“Not only did he have the time to construct a coherent and almost artistic narrative,” an admiring reviewer later wrote, “but also he was writing for a publication willing to print the unexpurgated musings of the Marines. Wright could include the homoerotic joking, their violent fantasies and even their discussions of bowel movements.”
“The Killer Elite” was optioned by HBO, which also bought the rights to Wright’s book-length version. Yet it would be two years before the story of this new band of brothers would find its way into the hands of producers who were ideally suited — perhaps even predestined — to bring it to the small screen.
Through storytelling and shared experience, HBO’s “Generation Kill” focuses on the community of the Marines of Bravo Company, 1st Reconnaissance Battalion. Jonah Lotan, who plays Doc, helps a child in this scene.
David Simon had just wrapped the third season of “The Wire,” another gritty study of an American subculture, when Kary Antholis, a senior vice president of HBO Films, offered him Generation Kill.
A former newspaper writer, Simon had read In the Company of Soldiers by former KC Star reporter Rick Atkinson, but hadn’t heard of Wright’s book until then. He immediately took to it and told the author at their first meeting that he wanted to reproduce it as closely as possible.
“We’re going to make your book if we can,” he said.
Ed Burns, Simon’s co-executive producer, broke down the book into scripts while Simon involved Wright in writing, casting and the training of actors on location in Africa.
Both men credit Eric Kocher — who served five tours in Iraq and Afghanistan and was hired as a key military adviser for the TV series— with ensuring the final product was both accurate and realistic from a Marine’s point of view. (Above: Simon, Kocher and Burns on the set in Africa.)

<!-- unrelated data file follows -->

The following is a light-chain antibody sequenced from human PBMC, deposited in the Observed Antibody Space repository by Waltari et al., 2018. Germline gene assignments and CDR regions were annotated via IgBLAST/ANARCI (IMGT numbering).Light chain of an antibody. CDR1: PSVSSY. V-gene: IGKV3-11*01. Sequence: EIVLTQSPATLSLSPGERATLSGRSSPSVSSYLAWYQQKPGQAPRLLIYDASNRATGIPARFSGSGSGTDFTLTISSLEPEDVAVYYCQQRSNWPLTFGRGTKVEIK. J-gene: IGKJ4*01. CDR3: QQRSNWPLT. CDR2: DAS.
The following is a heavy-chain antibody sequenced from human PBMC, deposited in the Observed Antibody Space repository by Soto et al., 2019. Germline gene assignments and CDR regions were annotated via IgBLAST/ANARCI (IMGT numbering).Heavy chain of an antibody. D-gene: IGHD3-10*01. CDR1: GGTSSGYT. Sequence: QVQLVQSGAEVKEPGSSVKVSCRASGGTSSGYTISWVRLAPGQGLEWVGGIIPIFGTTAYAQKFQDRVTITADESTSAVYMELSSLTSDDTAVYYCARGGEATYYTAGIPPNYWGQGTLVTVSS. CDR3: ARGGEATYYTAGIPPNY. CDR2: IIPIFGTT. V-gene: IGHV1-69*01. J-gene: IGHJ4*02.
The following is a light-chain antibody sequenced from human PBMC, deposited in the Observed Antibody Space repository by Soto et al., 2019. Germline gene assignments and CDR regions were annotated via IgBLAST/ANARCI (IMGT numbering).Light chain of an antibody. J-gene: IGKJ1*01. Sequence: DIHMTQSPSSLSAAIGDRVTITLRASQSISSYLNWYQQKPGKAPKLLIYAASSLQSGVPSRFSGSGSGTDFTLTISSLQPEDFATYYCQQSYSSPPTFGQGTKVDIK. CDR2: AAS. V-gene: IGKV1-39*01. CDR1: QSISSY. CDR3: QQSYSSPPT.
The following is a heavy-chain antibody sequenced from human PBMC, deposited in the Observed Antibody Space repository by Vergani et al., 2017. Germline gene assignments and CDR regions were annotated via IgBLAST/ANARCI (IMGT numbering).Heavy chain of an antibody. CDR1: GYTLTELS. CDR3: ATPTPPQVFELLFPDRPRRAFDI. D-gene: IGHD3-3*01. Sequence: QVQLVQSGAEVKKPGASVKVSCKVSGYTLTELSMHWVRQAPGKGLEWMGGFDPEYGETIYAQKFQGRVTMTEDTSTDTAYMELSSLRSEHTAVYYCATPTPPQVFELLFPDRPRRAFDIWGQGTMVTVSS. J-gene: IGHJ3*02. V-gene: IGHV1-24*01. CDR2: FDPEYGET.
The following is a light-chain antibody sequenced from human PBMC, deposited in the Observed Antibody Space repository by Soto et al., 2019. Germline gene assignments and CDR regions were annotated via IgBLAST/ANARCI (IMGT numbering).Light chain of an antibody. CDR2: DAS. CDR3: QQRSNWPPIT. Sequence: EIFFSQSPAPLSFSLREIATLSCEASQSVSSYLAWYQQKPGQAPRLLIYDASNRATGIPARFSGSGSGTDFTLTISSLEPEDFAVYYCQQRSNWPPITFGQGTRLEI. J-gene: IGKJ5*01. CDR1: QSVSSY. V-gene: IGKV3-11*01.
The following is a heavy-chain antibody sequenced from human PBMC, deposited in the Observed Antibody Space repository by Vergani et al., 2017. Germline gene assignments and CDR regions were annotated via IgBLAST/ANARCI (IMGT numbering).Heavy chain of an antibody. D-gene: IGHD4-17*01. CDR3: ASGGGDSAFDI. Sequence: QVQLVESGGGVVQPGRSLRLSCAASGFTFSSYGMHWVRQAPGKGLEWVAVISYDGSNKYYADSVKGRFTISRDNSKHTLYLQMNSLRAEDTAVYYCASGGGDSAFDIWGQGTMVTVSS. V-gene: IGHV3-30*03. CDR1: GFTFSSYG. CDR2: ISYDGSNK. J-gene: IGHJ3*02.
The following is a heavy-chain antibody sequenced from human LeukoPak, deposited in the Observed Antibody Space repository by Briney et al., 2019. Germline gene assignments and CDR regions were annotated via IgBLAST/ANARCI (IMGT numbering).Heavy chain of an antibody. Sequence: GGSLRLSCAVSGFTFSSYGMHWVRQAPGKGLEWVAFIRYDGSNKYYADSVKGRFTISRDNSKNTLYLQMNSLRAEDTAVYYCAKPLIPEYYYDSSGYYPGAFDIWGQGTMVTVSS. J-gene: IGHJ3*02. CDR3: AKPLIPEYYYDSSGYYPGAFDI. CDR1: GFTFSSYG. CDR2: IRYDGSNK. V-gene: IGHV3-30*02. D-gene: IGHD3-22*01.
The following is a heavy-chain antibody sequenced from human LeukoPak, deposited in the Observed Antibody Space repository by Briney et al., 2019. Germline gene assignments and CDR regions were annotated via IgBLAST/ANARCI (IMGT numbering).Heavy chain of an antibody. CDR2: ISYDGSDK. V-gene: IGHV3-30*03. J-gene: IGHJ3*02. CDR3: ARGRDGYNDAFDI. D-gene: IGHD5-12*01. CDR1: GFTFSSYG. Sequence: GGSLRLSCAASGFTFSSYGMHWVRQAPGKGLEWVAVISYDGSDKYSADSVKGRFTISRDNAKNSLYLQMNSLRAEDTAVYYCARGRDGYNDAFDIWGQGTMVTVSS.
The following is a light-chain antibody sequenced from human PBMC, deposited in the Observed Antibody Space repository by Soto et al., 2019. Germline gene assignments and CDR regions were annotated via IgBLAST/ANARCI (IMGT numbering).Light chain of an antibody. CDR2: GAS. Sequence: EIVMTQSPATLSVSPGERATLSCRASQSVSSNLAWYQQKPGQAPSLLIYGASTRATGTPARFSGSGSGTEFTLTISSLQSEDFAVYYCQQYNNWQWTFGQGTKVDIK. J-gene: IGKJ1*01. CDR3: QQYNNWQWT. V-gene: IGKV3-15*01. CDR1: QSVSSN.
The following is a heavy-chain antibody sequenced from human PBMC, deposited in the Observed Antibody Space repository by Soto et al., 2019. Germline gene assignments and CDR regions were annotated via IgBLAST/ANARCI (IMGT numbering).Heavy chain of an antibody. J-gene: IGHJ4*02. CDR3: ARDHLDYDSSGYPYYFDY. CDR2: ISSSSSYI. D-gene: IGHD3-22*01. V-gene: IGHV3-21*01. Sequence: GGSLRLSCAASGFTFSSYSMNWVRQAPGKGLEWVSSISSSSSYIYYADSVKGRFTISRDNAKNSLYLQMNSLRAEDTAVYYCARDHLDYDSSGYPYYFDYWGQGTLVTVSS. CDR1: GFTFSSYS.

During the intensive mixing of the series’ multilayered audio track, Kocher wrote much of the radio chatter and suggested other lines that could be dropped into the background (“Semper Gumby — always flexible!”).
As the final episodes were in post-production, Kocher started firing off increasingly antagonistic e-mails complaining about the so-called light armored vehicles. They were not actual “LAVs,” in fact, but South African-made trucks that the producers tried to pass off as LAVs on screen. Finally, Kocher declared that the fake LAVs made him “want to vomit.”
Freedom isn’t free — nor, it turns out, is verisimilitude. HBO spent $210,000 to have the vehicles digitally altered to look like the real deals.
I’m at poolside with Kocher, Wright, Simon, P.J. Ransone (one of the actors) and another First Recon member, Jeff Carisalez, who advised on the series.
They’re sitting around a table, eating, drinking, telling stories on one another and laughing uproariously. Having gone through unbelievable violence together, both inflicted and suffered, these men now proudly belong to the P-T-S fraternity. (“To me,” says Kocher, “it’s not a disorder. It’s just P-T-S: post-traumatic stress.”)
As the storytelling gets louder, Wright leans over my recorder.
“Strange as it sounds,” he says, “when I was in Iraq, we were up on this one bridge about 20 kilometers from any other U.S. forces. We were totally surrounded. There were only about 50 of us. And — it was fun. I don’t know why. Maybe it’s the way we’re wired as humans, or as men.”